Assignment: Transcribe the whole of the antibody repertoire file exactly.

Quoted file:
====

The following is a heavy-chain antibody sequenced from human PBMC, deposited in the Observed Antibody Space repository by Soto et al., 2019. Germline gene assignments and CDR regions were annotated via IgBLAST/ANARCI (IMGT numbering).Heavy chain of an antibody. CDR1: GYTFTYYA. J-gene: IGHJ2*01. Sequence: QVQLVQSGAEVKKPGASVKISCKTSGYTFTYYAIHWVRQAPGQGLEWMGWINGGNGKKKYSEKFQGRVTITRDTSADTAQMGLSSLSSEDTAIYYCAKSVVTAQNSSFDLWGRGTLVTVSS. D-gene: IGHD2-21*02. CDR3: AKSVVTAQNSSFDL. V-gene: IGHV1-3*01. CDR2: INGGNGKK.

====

The following is a heavy-chain antibody sequenced from human PBMC, deposited in the Observed Antibody Space repository by Soto et al., 2019. Germline gene assignments and CDR regions were annotated via IgBLAST/ANARCI (IMGT numbering).Heavy chain of an antibody. CDR1: GYTFTYYA. J-gene: IGHJ2*01. Sequence: QVQLVQSGAEVKKPGASVKISCKTSGYTFTYYAIHWVRQAPGQGLEWMGWINGGNGKKKYSEKFQGRVTITRDTSADTAQMGLSSLSSEDTAIYYCAKSVVTAQNSSFDLWGRGTLVTVSS. D-gene: IGHD2-21*02. CDR3: AKSVVTAQNSSFDL. V-gene: IGHV1-3*01. CDR2: INGGNGKK.